If you want turkey for Christmas, but don’t wanna be bothered with a large bird, then you’ve gotta make these fall-off-the-bone roasted turkey wings with creamy marsala gravy. The word succulence comes to mind. I personally prefer my turkey wings to have spots of exposure in the oven while roasting, because those exposed spots caramelize and brown up beautifully. This recipe is a cross between my favorite roasted turkey wings, and smothered turkey wings. One day I’ll give you an actual southern style smothered turkey wing recipe, but this one is a bit different yet unbelievably delicious.
Growing up, my mom kept roasted turkey wings in her cooking rotation. I never got tired of eating them. She would roast them to pure perfection — lots of gorgeous color, seasoned beautifully, and tender as hell. Then she’d randomly throw in the smothered turkey wing recipe, and those were also damn good. How does a girl pick? Oh, I know. Just roast some flavorful turkey wings, then pour over a delicious creamy marsala gravy. Finally, roast everything until it’s falling off the bone and — here’s that word again: succulent. I really love the marsala wine here because it offers a small bit of earthy sweetness against all of the richness, and the acidic back-note from the lemon. Everything balances out so well.
Resha, that’s a lot of wings
I’m using about 16 wings. Reason being, we tear these up. We tear them up with no shame. Literally slurping down 3 or 4 wings at a time, then we eat them the next morning for breakfast. There aren’t a lot of proteins I enjoy eating even two days after it’s made, but turkey is an exception. These wings are the standard. I once made the mistake of making just 8 wings once, and got the dirtiest “How could you?!” look from the fiancé. He looooves these, and always insists I make extras.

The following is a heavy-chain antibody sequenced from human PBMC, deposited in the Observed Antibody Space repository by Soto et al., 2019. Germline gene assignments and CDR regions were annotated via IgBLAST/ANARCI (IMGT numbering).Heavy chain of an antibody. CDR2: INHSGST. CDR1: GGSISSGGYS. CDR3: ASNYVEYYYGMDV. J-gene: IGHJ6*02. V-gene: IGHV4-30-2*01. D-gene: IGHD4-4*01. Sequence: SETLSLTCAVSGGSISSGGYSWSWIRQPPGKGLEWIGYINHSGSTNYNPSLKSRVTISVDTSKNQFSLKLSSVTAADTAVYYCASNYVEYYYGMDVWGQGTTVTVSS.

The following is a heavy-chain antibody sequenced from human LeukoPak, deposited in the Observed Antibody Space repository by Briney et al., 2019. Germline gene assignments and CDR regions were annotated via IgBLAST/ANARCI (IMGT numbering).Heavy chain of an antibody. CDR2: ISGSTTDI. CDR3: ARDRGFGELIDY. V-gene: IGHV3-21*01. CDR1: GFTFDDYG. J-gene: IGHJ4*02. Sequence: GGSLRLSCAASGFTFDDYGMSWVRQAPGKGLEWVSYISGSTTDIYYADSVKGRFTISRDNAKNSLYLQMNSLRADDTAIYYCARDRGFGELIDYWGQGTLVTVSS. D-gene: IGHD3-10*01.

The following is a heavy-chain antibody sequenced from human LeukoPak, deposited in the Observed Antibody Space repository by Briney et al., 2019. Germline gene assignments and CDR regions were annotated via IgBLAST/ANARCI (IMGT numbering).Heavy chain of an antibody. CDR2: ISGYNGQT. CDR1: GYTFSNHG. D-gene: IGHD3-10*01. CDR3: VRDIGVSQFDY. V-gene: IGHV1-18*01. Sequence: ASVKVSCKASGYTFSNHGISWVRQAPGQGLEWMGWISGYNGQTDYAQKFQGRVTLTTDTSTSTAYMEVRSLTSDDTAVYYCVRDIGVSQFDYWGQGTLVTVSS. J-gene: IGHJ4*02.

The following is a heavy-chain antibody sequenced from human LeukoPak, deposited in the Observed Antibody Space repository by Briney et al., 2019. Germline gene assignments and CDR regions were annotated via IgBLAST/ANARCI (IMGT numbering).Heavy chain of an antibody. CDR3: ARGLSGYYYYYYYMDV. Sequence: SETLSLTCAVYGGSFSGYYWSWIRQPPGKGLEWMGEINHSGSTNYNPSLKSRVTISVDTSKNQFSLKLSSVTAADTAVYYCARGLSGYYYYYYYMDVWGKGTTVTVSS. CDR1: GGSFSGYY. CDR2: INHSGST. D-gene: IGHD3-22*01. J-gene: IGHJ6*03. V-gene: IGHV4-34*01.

This recipe will feed your family, and it’s designed to. If you need to reduce this recipe down to feed just 2-4 people, you can totally halve it down the line. But for a crowd, you’re going to need just one imperative piece of equipment: a large roasting pan. Your roasting pan can be any kind of roasting pan, just make sure it’s large enough to hold all of these wings in a single layer. But hey, if you have to pile a few on top of each other, that’s fine. Rustic food is the best food.
Drizzle the olive oil over the wings, not too much, just enough to thinly coat each wing. This will vary depending on how many wings your cooking.
Add all of the seasonings! Don’t forget the worcestershire and balsamic vinegar
Massage the oil, seasonings, worcestershire, and balsamic vinegar into the wings, making sure they’re evenly coated.
Meanwhile, arrange all of the aromatics in a single layer, then pour over about 2 tablespoons of olive oil. Just enough to thinly coat the veggies so they don’t scorch.
Season them with salt and pepper, you don’t need a ton, but you guys know I’m all about seasoning every layer.
Toss to coat.
Arrange the turkey wings over the bed of aromatics.
Voila! As long as they’re in a single layer, you’re good.
Cover the roasting pan tightly with foil, and pop the wings into a preheated 325 degree oven for 90 minutes. After 90 minutes, remove the foil, increase the heat to 375 degrees and roast for an additional hour.
In a large pot, melt the butter and add the olive oil. Do this over medium heat.
Add the flour, and…
Immediately start whisking vigorously to smooth out any lumps. The mixture should look like a smooth paste — not too dry, not runny, but in between, almost creamy’like. Once it’s smooth, you can whisk it at a normal pace.
You’re going to whisk this continuously until it’s about peanut-butter brown. Whatever you do, don’t stop whisking. You can end up scorching/burning the roux, and we don’t want that.
Reduce the heat to medium-low or low. It’s getting a little darker…keep whisking!
Almost there…keep whisking!
Almost! Keep whisking!
A couple more seconds…keep whisking!
Ok this is perfect!
Now, immediately but slowly pour in the chicken stock WHILE whisking vigorously.
Whisk whisk whisk, until it’s smooth and fully combined. When it’s smooth, increase the heat back to medium. To prevent flour from settling in the bottom crevices of the pot, whisk often. You’ll basically keep whisking this gravy until it thickens.
Keep whisking. By now, it should start to thicken. Keep whisking slowly until it does.
Pic is out of focus, but you can see the body of the gravy here. It’s perfect. Turn off the heat. Give it a final whisk and set it aside.